Knife wielding radiologist: A case report of primary pancrea
Primary pancreatic lymphoma (PPL) is an extremely rare solid neoplasm. It constitutes of less than 2% of extranodal lymphomas and 0.5% of all pancreatic masses.

Published in the European Journal of Radiology Open, the authors report a case of PPL, focusing on current literature regarding key imaging features and clinical presentation, and why the ability to differentiate at the stage of diagnostic imaging can influence further management.

A 36-year-old female with history of tobacco and alcohol abuse presented with 4 weeks of progressive constant circumferential pain across the upper abdomen and lumbar region accompanied by nausea, vomiting, diarrhea and unintentional 11-pound weight loss.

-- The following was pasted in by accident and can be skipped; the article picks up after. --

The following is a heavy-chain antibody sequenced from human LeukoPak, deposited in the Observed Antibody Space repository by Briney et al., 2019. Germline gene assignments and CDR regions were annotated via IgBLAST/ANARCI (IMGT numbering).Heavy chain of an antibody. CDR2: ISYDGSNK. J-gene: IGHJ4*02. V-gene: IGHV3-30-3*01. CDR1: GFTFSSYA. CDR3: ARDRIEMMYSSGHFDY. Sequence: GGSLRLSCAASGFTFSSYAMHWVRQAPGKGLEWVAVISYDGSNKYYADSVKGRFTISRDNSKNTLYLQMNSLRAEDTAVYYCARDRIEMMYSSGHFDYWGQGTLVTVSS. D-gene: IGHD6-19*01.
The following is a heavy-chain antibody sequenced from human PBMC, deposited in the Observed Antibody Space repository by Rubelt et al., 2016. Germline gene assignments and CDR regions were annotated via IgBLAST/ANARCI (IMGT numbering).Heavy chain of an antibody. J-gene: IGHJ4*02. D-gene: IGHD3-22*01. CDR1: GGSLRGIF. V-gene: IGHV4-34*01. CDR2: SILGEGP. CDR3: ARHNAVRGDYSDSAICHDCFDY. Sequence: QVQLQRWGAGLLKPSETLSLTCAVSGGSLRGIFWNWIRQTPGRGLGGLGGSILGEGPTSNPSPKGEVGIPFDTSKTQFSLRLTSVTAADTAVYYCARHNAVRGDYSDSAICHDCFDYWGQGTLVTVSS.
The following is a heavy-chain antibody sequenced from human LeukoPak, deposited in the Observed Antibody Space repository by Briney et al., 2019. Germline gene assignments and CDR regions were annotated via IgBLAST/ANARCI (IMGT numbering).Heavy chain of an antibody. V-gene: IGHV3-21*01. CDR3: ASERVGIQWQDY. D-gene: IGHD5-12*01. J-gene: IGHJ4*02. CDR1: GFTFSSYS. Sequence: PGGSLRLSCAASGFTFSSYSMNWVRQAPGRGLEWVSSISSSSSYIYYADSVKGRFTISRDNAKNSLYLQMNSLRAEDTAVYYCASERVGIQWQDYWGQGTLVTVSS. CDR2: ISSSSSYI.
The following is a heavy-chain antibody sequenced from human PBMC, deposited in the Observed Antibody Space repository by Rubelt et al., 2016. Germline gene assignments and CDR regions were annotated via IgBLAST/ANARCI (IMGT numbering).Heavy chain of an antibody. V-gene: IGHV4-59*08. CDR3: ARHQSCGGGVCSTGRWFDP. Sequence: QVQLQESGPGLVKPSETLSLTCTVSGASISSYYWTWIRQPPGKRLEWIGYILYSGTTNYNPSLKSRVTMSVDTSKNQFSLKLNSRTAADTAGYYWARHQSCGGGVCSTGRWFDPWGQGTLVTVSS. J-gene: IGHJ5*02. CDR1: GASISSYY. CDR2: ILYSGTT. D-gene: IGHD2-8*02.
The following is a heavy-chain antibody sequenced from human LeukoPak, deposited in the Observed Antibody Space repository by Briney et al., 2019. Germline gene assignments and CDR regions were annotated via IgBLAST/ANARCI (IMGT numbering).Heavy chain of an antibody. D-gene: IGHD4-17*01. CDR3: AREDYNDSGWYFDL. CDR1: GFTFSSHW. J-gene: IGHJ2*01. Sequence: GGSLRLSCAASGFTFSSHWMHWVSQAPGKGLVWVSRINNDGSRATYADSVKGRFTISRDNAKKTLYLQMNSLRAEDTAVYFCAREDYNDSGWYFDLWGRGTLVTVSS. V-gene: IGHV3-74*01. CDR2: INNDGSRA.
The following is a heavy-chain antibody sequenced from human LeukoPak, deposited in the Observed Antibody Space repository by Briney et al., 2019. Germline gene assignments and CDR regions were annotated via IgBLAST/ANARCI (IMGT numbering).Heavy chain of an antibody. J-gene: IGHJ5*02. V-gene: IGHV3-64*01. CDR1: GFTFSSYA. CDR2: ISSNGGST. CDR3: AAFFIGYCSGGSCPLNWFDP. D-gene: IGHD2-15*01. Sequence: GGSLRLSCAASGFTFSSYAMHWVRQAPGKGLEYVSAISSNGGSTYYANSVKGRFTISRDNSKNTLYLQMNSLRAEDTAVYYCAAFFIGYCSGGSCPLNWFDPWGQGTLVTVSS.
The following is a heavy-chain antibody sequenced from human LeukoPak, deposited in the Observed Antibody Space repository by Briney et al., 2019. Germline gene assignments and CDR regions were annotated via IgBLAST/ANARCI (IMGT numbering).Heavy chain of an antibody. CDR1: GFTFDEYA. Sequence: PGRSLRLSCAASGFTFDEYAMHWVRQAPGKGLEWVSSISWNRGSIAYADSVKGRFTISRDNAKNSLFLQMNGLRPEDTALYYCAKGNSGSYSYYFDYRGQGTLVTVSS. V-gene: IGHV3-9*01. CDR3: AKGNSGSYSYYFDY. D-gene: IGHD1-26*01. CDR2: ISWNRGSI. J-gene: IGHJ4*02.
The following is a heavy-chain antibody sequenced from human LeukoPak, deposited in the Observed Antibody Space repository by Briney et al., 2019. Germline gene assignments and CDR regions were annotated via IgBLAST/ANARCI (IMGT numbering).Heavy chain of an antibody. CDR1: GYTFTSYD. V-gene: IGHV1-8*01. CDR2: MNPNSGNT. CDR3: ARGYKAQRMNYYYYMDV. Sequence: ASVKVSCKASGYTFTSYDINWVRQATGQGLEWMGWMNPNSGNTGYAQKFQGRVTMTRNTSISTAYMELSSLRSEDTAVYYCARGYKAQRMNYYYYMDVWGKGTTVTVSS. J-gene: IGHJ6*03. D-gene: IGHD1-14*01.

(CECT) of the abdomen and pelvis was performed with series obtained in the late arterial and delayed phases, revealing a large hypodense lesion centered within the junction of the neck/body of the pancreas with mild dilation of the pancreatic duct. Adjacent to the lesion was a bulky conglomerate of mesenteric lymph nodes extending below the level of the renal veins.

It was concluded that a primary malignancy with central necrosis was the primary concern. However, with the clinical history, additional considerations were given to inflammatory or infectious causes. The patient was clinically treated as having pancreatitis and provided with parental fluids, bowel rest, and pain control with improvement of symptoms and tolerance of oral intake after four days of inpatient management.

Continue to read here: https://pxmd.co/GVyPW
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